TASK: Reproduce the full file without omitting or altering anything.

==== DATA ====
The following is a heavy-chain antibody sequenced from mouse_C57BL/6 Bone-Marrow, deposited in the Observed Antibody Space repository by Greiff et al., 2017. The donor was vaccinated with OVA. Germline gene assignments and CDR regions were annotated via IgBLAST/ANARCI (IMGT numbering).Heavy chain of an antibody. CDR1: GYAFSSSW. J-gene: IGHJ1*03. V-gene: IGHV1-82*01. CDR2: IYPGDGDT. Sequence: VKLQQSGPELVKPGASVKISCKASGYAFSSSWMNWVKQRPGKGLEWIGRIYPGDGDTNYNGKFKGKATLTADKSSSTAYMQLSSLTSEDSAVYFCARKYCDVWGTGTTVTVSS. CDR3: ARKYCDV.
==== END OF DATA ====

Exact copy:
The following is a heavy-chain antibody sequenced from mouse_C57BL/6 Bone-Marrow, deposited in the Observed Antibody Space repository by Greiff et al., 2017. The donor was vaccinated with OVA. Germline gene assignments and CDR regions were annotated via IgBLAST/ANARCI (IMGT numbering).Heavy chain of an antibody. CDR1: GYAFSSSW. J-gene: IGHJ1*03. V-gene: IGHV1-82*01. CDR2: IYPGDGDT. Sequence: VKLQQSGPELVKPGASVKISCKASGYAFSSSWMNWVKQRPGKGLEWIGRIYPGDGDTNYNGKFKGKATLTADKSSSTAYMQLSSLTSEDSAVYFCARKYCDVWGTGTTVTVSS. CDR3: ARKYCDV.